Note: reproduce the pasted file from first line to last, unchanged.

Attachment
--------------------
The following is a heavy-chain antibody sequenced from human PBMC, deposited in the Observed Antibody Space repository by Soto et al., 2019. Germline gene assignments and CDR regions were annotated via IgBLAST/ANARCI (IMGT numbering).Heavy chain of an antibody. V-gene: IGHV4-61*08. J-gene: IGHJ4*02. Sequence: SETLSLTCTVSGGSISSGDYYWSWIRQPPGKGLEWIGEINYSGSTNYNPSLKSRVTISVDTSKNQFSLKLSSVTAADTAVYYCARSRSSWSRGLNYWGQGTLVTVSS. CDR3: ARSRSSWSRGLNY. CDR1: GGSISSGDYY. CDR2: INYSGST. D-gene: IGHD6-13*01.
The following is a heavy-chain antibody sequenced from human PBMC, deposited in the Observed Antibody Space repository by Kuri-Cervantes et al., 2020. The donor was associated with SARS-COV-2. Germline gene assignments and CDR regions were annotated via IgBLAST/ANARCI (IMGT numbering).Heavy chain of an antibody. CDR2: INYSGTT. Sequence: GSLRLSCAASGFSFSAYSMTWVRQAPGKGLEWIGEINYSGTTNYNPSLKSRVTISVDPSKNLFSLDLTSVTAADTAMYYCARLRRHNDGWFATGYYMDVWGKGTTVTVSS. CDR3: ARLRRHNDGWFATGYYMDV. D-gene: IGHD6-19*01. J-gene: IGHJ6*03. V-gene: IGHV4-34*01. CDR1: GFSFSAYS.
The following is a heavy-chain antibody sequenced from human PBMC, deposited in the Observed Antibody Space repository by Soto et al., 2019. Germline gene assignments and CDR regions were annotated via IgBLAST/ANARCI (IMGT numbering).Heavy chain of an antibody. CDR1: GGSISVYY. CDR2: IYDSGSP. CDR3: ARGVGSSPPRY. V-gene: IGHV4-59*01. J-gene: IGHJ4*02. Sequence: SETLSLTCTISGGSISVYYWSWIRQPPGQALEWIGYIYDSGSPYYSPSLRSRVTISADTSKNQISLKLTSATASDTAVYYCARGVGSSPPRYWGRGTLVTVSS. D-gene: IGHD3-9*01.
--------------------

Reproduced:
The following is a heavy-chain antibody sequenced from human PBMC, deposited in the Observed Antibody Space repository by Soto et al., 2019. Germline gene assignments and CDR regions were annotated via IgBLAST/ANARCI (IMGT numbering).Heavy chain of an antibody. V-gene: IGHV4-61*08. J-gene: IGHJ4*02. Sequence: SETLSLTCTVSGGSISSGDYYWSWIRQPPGKGLEWIGEINYSGSTNYNPSLKSRVTISVDTSKNQFSLKLSSVTAADTAVYYCARSRSSWSRGLNYWGQGTLVTVSS. CDR3: ARSRSSWSRGLNY. CDR1: GGSISSGDYY. CDR2: INYSGST. D-gene: IGHD6-13*01.
The following is a heavy-chain antibody sequenced from human PBMC, deposited in the Observed Antibody Space repository by Kuri-Cervantes et al., 2020. The donor was associated with SARS-COV-2. Germline gene assignments and CDR regions were annotated via IgBLAST/ANARCI (IMGT numbering).Heavy chain of an antibody. CDR2: INYSGTT. Sequence: GSLRLSCAASGFSFSAYSMTWVRQAPGKGLEWIGEINYSGTTNYNPSLKSRVTISVDPSKNLFSLDLTSVTAADTAMYYCARLRRHNDGWFATGYYMDVWGKGTTVTVSS. CDR3: ARLRRHNDGWFATGYYMDV. D-gene: IGHD6-19*01. J-gene: IGHJ6*03. V-gene: IGHV4-34*01. CDR1: GFSFSAYS.
The following is a heavy-chain antibody sequenced from human PBMC, deposited in the Observed Antibody Space repository by Soto et al., 2019. Germline gene assignments and CDR regions were annotated via IgBLAST/ANARCI (IMGT numbering).Heavy chain of an antibody. CDR1: GGSISVYY. CDR2: IYDSGSP. CDR3: ARGVGSSPPRY. V-gene: IGHV4-59*01. J-gene: IGHJ4*02. Sequence: SETLSLTCTISGGSISVYYWSWIRQPPGQALEWIGYIYDSGSPYYSPSLRSRVTISADTSKNQISLKLTSATASDTAVYYCARGVGSSPPRYWGRGTLVTVSS. D-gene: IGHD3-9*01.